Let's lay down some basic facts: every adult has to have a job, because jobs give them money, and as much as we all may hate it, we need money to survive. But that need to make some scratch shouldn't come at the expense of our physical wellbeing, should it?

A new study suggests that it might. A team of researchers have found a link between putting on a fake smile at work and then going home and drinking. That means there is now scientific evidence that having employers tell their employees to be happy at all costs is causing them the kind of psychological harm that leads to alcohol abuse.

How should the customer-facing workers of the world respond to this revelation? And what should employers do to not only demonstrate that they care about their employees, but also to make their businesses run better? Well, we've got some ideas...

As anyone who's ever taken Psych 101 already knows, suppressing negative emotions is about the most unhealthy thing you can do.

And I definitely already knew how unhealthy it is to suppress negative emotions since I've taken Psych 101 three times because I failed the first two.

When something upsets us, it's our job to find a healthy way to express that feeling.

Otherwise, it sits inside us and rots. And one of the ways to make it rot even faster is to tell yourself that that feeling isn't there, that we're not actually upset and are actually happy.

Lies are the fertilizer that help negative emotions grow.

It's one thing to feel angry, sad, or afraid, but to feel them and pretend you don't? That's what gives those feelings their power. If we don't acknowledge and process them, we start acting like out of control lunatics without even knowing why.

And the king of emotional suppression? Why, that would be alcohol.

All hail the king! (Actually, don't. Don't hail this king at all. It is a bad king. Pour it all down the drain if you can.)

It should come as no surprise then that researchers have found a link between forcing a smile at work and heavy drinking at home.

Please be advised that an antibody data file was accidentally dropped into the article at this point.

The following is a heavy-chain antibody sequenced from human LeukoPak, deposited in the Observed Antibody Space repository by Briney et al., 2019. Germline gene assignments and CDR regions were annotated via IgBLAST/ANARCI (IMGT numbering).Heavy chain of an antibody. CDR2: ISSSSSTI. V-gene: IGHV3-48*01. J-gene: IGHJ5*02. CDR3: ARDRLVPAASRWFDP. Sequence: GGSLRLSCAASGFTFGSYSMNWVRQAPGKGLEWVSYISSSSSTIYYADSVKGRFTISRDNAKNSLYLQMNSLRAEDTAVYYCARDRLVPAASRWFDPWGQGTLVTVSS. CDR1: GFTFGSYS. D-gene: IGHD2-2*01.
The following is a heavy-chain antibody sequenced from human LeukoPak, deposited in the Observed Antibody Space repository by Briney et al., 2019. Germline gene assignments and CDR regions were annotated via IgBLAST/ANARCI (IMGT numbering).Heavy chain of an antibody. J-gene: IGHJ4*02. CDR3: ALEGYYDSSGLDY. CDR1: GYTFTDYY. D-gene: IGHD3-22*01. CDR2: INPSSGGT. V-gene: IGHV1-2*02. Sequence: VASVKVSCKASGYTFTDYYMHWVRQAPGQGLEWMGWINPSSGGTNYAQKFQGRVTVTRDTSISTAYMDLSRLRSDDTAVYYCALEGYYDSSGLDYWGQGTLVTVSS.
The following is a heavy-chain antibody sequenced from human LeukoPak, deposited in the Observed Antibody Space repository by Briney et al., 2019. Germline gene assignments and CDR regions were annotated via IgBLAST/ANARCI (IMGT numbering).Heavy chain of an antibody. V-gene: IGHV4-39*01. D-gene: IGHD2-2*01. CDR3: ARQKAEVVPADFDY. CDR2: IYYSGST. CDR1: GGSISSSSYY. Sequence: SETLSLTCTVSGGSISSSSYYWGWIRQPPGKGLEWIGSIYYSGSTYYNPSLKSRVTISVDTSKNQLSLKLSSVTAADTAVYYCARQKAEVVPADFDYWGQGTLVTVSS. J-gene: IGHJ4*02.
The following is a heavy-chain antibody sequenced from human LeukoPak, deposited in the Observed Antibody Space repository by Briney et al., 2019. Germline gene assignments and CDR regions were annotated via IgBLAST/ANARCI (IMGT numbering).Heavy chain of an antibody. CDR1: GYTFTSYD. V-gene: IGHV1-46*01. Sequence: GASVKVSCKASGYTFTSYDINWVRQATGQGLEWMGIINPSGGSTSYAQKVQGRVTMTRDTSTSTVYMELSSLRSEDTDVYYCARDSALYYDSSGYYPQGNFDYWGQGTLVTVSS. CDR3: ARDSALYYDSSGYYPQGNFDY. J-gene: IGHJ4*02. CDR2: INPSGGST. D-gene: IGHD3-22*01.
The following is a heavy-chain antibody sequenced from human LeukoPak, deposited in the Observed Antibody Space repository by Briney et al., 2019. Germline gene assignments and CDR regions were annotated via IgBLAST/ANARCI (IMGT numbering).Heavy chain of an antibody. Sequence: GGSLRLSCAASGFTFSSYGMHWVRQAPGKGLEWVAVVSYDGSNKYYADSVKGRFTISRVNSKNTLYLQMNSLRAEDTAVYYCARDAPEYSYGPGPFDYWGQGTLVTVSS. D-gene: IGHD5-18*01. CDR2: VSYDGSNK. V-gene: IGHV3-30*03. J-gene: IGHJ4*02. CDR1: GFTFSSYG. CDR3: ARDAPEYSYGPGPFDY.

Researchers at Penn State and the University at Buffalo, by way of Penn State News, found the connection between fake smiles and real drinks. Penn State psychology professor Alicia Grandey said of the study, "Faking and suppressing emotions ... was related to drinking beyond the stress of the job or feeling negatively."

And who's forced to smile at work?

via: Shutterstock

Meghan Markle? Is it Meghan Markle? I might be exposing my ignorance on the Royal Family here, but I honestly don't know what Meghan Markle's job is besides smiling.

Actually, it's the folks at customer service jobs.

via: Shutterstock

Most restaurants and retail stores have some sort of "service with a smile" policy, which ensures that, when its employees take your order or ring you up, they are positively beaming (whether they want to or not).

Customer service jobs are the worst.

For that reason and, honestly, many others, working with customers is a special kind of hell. I've heard a lot of waiters and waitresses say everyone should be forced to serve two years in a restaurant themselves so they would never again yell at their own waitresses, and it's not a bad idea.

Most retail workers are masters of the fake smile.

You have to be ready to perk up when a monstrous person walks into your store and decides to unleash. They must wear it like armor, so their feelings can never be used to hurt them.

Too often, people take out their negative emotions on customer service employees.

Remember when we said it was up to us to find healthy ways to let out our negative feelings? Yeah, yelling at the guy at Chipotle because he gave you a light scoop of chicken isn't one of them.

As though those employees aren't human beings with feelings.

The things we say to customer service professionals are still capable of cutting them to their core. And while people who deal with customers all day probably already know this, it still can't hurt to be reminded that terrible customers are terrible because of their own insecurities, not because the person behind the counter did anything wrong.

And store employees have it the worst.

via: Shutterstock

Here's the secret to being a kind shopper: never ask an employee if they have anything "in the back." They don't. There is nothing for sale "in the back." The only thing that is "in the back" is a small desk where the manager makes the schedule and an old coat that's been there forever that every employee says isn't theirs.

Certainly, they'd all love to tell off every annoying customer.